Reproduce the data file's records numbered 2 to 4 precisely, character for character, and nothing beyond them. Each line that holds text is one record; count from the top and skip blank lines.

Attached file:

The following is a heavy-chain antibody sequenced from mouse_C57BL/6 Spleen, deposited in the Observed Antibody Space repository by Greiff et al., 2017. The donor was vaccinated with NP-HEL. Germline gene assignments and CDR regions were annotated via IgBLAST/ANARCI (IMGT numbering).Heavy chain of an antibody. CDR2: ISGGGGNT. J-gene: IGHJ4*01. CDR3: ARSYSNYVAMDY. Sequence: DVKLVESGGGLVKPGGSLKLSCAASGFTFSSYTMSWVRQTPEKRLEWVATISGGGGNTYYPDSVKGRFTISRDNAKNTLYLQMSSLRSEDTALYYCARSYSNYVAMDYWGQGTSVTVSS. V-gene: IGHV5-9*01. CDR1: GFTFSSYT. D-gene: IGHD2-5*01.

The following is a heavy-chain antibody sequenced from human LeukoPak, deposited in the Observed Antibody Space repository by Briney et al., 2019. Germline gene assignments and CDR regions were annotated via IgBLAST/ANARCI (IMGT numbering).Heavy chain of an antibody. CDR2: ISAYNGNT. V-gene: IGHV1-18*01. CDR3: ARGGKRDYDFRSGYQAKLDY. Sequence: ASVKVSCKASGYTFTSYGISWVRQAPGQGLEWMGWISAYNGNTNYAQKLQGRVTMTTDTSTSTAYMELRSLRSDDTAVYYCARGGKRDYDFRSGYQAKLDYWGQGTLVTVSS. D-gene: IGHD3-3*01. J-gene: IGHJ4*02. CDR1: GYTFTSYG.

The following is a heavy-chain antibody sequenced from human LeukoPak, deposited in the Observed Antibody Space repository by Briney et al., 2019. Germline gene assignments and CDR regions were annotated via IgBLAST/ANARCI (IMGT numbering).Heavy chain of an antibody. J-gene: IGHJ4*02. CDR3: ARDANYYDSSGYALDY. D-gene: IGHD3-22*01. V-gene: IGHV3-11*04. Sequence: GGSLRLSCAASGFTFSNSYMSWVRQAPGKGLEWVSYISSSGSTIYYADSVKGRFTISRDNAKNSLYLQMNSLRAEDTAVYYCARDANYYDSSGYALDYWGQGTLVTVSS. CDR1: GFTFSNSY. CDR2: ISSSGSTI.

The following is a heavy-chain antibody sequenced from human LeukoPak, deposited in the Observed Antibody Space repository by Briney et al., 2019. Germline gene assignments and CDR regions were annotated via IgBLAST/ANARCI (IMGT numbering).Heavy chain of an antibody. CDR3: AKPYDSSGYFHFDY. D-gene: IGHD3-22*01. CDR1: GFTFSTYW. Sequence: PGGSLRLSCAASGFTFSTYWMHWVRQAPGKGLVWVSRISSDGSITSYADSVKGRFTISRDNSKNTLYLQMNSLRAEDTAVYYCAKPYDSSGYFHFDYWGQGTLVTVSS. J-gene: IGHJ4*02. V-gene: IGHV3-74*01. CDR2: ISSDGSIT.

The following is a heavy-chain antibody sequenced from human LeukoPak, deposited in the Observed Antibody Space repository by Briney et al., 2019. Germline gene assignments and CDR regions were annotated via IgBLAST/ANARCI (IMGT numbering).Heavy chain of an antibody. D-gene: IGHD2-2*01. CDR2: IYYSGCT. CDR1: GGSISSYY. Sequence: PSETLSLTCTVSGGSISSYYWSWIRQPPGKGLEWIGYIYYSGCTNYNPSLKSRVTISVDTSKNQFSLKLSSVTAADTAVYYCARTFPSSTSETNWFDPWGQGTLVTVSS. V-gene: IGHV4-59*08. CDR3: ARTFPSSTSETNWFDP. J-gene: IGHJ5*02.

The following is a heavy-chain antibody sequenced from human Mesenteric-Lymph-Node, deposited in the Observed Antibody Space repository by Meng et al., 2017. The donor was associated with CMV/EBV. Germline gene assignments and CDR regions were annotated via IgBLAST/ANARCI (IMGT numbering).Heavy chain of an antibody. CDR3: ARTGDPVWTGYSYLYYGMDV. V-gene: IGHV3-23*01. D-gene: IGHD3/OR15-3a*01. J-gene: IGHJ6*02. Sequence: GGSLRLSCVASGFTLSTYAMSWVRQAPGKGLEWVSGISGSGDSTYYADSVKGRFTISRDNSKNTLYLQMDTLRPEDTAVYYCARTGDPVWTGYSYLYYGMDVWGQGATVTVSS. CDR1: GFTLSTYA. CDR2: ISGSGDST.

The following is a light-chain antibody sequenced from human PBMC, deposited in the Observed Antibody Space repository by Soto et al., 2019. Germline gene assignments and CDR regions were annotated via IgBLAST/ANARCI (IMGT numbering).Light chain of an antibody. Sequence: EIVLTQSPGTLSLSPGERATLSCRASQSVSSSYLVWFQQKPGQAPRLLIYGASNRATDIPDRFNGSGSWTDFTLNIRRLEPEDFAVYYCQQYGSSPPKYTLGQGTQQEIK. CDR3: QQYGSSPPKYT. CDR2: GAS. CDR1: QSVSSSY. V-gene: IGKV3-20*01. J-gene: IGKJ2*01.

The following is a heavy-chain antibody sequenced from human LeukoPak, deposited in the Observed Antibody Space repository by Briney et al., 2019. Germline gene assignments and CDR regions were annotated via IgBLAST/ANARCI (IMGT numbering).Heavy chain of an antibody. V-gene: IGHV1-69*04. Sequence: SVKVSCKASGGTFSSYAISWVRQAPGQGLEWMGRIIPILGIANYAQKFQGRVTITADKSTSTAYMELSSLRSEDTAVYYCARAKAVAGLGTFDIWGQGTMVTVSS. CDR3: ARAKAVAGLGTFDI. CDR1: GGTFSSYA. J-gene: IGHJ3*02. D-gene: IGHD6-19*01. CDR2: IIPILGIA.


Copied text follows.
The following is a heavy-chain antibody sequenced from human LeukoPak, deposited in the Observed Antibody Space repository by Briney et al., 2019. Germline gene assignments and CDR regions were annotated via IgBLAST/ANARCI (IMGT numbering).Heavy chain of an antibody. CDR2: ISAYNGNT. V-gene: IGHV1-18*01. CDR3: ARGGKRDYDFRSGYQAKLDY. Sequence: ASVKVSCKASGYTFTSYGISWVRQAPGQGLEWMGWISAYNGNTNYAQKLQGRVTMTTDTSTSTAYMELRSLRSDDTAVYYCARGGKRDYDFRSGYQAKLDYWGQGTLVTVSS. D-gene: IGHD3-3*01. J-gene: IGHJ4*02. CDR1: GYTFTSYG.

The following is a heavy-chain antibody sequenced from human LeukoPak, deposited in the Observed Antibody Space repository by Briney et al., 2019. Germline gene assignments and CDR regions were annotated via IgBLAST/ANARCI (IMGT numbering).Heavy chain of an antibody. J-gene: IGHJ4*02. CDR3: ARDANYYDSSGYALDY. D-gene: IGHD3-22*01. V-gene: IGHV3-11*04. Sequence: GGSLRLSCAASGFTFSNSYMSWVRQAPGKGLEWVSYISSSGSTIYYADSVKGRFTISRDNAKNSLYLQMNSLRAEDTAVYYCARDANYYDSSGYALDYWGQGTLVTVSS. CDR1: GFTFSNSY. CDR2: ISSSGSTI.

The following is a heavy-chain antibody sequenced from human LeukoPak, deposited in the Observed Antibody Space repository by Briney et al., 2019. Germline gene assignments and CDR regions were annotated via IgBLAST/ANARCI (IMGT numbering).Heavy chain of an antibody. CDR3: AKPYDSSGYFHFDY. D-gene: IGHD3-22*01. CDR1: GFTFSTYW. Sequence: PGGSLRLSCAASGFTFSTYWMHWVRQAPGKGLVWVSRISSDGSITSYADSVKGRFTISRDNSKNTLYLQMNSLRAEDTAVYYCAKPYDSSGYFHFDYWGQGTLVTVSS. J-gene: IGHJ4*02. V-gene: IGHV3-74*01. CDR2: ISSDGSIT.